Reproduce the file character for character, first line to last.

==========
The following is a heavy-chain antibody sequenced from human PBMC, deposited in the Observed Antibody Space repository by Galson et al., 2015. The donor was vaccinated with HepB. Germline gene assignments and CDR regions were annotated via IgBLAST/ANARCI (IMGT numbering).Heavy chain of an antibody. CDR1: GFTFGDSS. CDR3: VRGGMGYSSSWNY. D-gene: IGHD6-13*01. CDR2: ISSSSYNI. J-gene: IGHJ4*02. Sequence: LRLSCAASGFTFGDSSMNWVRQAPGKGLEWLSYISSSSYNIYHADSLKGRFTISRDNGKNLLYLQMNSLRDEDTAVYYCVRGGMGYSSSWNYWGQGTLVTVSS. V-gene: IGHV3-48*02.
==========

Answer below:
The following is a heavy-chain antibody sequenced from human PBMC, deposited in the Observed Antibody Space repository by Galson et al., 2015. The donor was vaccinated with HepB. Germline gene assignments and CDR regions were annotated via IgBLAST/ANARCI (IMGT numbering).Heavy chain of an antibody. CDR1: GFTFGDSS. CDR3: VRGGMGYSSSWNY. D-gene: IGHD6-13*01. CDR2: ISSSSYNI. J-gene: IGHJ4*02. Sequence: LRLSCAASGFTFGDSSMNWVRQAPGKGLEWLSYISSSSYNIYHADSLKGRFTISRDNGKNLLYLQMNSLRDEDTAVYYCVRGGMGYSSSWNYWGQGTLVTVSS. V-gene: IGHV3-48*02.